Now a new defence of Hougoumont is under way. In his spending review in June, Chancellor George Osborne announced that more than £1 million would be spent on helping restore the site in time for the 200th anniversary of the battle in 2015 – an event that has understandably been overshadowed by next year’s centenary of the First World War. The money is going towards Project Hougoumont, a joint £3.5 million initiative between Britain and the Belgians launched two years ago by the present Duke of Wellington, Arthur Valerian Wellesley, 98. This autumn, the refurbishment will finally begin.
I visited the site, about 10 miles from Brussels, on a still summer’s day with Martin Drury, the former director general of the National Trust and chairman of Project Hougoumont, and his Belgian counterpart, Count Georges Jacobs. In addition to Mr Osborne’s largesse, the pair have secured close to £1 million from the Walloon government (one of three regional governments in Belgium), which is also spending £23 million on a separate refurbishment of the rest of the battlefield. While £600,000 has been secured in private donations, a further £600,000 is needed to complete the project.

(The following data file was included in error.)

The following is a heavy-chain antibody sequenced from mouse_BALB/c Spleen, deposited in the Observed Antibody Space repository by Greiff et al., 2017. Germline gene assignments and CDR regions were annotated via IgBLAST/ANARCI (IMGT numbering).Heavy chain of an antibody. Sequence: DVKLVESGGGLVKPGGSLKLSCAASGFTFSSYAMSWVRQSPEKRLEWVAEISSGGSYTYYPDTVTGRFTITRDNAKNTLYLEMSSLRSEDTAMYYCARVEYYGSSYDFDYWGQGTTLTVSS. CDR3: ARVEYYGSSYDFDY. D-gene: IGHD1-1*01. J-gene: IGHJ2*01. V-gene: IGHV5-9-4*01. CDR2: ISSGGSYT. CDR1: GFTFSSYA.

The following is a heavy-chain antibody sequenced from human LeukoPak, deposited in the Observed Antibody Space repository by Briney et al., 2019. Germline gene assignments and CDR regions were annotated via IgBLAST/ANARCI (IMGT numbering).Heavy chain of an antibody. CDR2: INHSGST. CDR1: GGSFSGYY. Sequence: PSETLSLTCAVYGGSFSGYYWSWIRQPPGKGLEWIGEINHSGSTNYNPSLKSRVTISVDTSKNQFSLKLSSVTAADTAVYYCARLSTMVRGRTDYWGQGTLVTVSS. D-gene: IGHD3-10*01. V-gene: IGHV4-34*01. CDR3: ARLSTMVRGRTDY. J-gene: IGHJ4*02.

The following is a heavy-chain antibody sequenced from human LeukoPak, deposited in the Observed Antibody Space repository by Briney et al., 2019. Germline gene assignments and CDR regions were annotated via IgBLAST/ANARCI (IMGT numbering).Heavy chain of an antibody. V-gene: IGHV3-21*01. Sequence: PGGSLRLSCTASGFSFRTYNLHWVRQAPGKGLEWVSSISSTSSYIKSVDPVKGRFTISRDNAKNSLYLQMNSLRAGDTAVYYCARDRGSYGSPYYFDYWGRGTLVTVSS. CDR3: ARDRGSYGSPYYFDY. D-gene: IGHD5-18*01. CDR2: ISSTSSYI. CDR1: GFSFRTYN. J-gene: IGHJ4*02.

Drury admits he reacted with “disbelief” to the pledge made after Mr Osborne visited the site. “Before the Chancellor’s announcement we were fairly worried,” he says. “We had a long way to go.”
We leave our car by three giant sweet chestnut trees that guard the South Gate. They are all that remains of the wood that gave cover to the French troops, and their bark still bears the scars of volleys of grapeshot. A few cows munch on the grass that is overgrowing a memorial to a French brigade commander, General Bauduin. The farm is eerily deserted.
“If you know the details of the battle, the feeling here is incredibly strong,” says Drury. “It’s a very atmospheric place. In the past, people could go and knock on the door and ask the farmer to look around, and that would be fine. But nowadays, nobody is here.”